I'm purchasing a shed that I intend to use as a home gym. On delivery, the shed will be uninsulated, aside from the roof which is metal with a bubble underlayment. The floor is a single layer of plywood, so I will likely beef that up with an additional course of plywood/OSB to accommodate the weight of equipment.

I'm going to doing some site prep this week, and plan on putting down a bed of clear gravel. The shed will sit on part of an asphalt drive, and part lawn, so I play on making a level bed of gravel. We're in Ontario, so climate sees a lot of snow and has relatively warm summer. I will probably end up insulating the rest of the shed in the future. It will not be continually heated or AC'ed, but probably will have a bit of heating/cooling it's in use and we're exercising in it during certain seasons.

My question is about vapor barrier/house wrap for the floor. The layers of the shed from added floor to ground will be:

  • A. added floor (plywood or OSB).
  • B. "factory" floor (SPF plywood, assuming pressure treated).
  • C. sleepers the shed sits on, this will be a 4-6" air gap.
  • D. gravel
  • E. bare ground/pavement

If I was going to add vapour barrier (if advisable), between which layers would I situate it? Getting under the shed before deliver to put a vapour barrier been B&C is unlikely.

Is a moisture transmitting house wrap thing (like Tyvek) more appropriate for this use case?

  • Update a few months later: - Used T&G (waxed on one side) OSB above the factory floor, and the 3/4" rubber stall mats over that, with one exception of the lifting platform which 3/4" plywood. The floor is not warm by any stretch of the imagination but seems to be fine. I suspect the majority of the humidity in the structure at the moment is coming from the pine board walls, but I plan on installing insulation and vapor barrier there soon. Nov 6, 2023 at 16:38

2 Answers 2


This is a subjective question since it's outside the realm of standard building envelope scenarios. I've built two such sheds with similar structure spanning over 20 years. Both had house wrap between the floor framing and the untreated plywood with the intention of minimizing moisture coming up from underneath. They did fine, with the only degradation being where wind-driven rain slipped past the roll-up door.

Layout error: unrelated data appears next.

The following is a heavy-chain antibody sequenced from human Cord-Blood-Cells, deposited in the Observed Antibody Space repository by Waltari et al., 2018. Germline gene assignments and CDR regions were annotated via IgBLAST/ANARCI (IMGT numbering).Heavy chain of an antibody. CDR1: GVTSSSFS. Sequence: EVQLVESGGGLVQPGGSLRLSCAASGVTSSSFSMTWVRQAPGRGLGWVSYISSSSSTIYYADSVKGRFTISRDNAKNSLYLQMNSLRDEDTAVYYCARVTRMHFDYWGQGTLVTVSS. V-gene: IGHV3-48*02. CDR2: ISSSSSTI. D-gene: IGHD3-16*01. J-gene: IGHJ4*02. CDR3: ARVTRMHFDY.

Your situation is a bit different, however. My advice is to not bother. House wrap is intended as a breathable liquid water barrier. It doesn't do much at all sandwiched between sheets of subfloor, and your treated plywood layer does at least as much to stifle moisture transfer anyway.

I suggest a couple coats of polyurethane on your floor, assuming you don't have plans to install finish flooring. This will obviously prevent stains, but will also provide stability to the strands in the OSB if you go that route.


I'm in the exact same situation. I put some Kimberly Clark Block It wrap between the factory floor and the 3/4 inch tongue and groove subfloor. I set the printed side facing down toward the elements. However the original floor was sagging between the sleepers so that had to be addressed before the wrap went down. I think installing it might be overkill but can do no harm.

  • It can do harm--to your wallet and to the planet. You haven't provided any justification for installing it.
    – isherwood
    Nov 6, 2023 at 17:15

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